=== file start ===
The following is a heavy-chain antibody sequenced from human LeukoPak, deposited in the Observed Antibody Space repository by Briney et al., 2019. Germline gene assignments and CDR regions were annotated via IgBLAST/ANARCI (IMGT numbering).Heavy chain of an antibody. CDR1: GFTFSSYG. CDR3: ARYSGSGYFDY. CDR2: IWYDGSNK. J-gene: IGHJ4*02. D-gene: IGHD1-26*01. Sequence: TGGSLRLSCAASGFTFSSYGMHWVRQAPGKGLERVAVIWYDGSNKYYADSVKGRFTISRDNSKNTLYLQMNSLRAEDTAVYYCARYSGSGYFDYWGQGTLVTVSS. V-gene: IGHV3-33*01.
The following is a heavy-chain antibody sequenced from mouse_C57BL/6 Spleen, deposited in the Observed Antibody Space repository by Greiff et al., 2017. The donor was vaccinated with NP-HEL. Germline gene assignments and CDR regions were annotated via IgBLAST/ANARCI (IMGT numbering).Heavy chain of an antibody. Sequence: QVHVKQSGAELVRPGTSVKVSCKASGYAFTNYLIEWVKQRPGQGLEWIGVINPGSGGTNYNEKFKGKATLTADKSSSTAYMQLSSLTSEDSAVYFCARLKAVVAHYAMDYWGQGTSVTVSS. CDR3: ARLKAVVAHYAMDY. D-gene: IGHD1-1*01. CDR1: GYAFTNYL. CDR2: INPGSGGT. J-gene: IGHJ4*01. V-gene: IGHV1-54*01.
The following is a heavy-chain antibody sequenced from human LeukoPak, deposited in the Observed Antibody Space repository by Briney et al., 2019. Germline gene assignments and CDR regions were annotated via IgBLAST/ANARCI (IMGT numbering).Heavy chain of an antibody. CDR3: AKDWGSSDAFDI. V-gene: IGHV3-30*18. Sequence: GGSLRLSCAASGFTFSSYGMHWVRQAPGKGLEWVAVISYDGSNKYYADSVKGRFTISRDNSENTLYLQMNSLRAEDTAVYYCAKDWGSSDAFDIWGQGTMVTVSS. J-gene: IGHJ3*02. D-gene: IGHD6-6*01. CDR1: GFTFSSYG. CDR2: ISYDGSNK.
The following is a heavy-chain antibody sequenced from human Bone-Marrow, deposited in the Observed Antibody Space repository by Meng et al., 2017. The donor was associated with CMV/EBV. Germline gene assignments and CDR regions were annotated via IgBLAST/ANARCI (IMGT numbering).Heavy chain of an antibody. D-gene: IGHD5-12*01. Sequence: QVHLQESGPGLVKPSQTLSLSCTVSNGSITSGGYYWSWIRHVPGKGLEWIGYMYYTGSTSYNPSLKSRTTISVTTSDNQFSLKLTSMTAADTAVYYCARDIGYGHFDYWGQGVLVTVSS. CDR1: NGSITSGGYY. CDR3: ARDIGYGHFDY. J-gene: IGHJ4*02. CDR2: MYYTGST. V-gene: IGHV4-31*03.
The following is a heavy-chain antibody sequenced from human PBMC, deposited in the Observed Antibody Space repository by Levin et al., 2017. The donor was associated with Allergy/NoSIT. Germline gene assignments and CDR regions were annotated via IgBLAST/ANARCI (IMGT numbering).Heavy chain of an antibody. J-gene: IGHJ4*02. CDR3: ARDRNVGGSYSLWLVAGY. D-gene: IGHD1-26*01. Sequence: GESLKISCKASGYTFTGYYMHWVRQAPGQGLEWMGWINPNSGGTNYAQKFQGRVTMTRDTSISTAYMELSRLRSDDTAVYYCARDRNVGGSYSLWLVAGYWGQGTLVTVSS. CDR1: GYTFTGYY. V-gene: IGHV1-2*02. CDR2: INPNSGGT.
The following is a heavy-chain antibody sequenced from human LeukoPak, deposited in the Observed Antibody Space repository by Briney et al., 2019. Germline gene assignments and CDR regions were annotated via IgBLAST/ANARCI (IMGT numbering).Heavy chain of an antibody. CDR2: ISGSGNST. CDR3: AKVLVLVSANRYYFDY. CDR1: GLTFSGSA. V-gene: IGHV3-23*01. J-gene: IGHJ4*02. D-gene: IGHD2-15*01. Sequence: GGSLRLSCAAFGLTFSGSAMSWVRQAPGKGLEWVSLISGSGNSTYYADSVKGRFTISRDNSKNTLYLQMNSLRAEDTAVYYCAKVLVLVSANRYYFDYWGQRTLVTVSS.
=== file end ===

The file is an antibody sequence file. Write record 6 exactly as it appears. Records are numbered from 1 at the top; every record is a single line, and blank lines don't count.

The following is a heavy-chain antibody sequenced from human LeukoPak, deposited in the Observed Antibody Space repository by Briney et al., 2019. Germline gene assignments and CDR regions were annotated via IgBLAST/ANARCI (IMGT numbering).Heavy chain of an antibody. CDR2: ISGSGNST. CDR3: AKVLVLVSANRYYFDY. CDR1: GLTFSGSA. V-gene: IGHV3-23*01. J-gene: IGHJ4*02. D-gene: IGHD2-15*01. Sequence: GGSLRLSCAAFGLTFSGSAMSWVRQAPGKGLEWVSLISGSGNSTYYADSVKGRFTISRDNSKNTLYLQMNSLRAEDTAVYYCAKVLVLVSANRYYFDYWGQRTLVTVSS.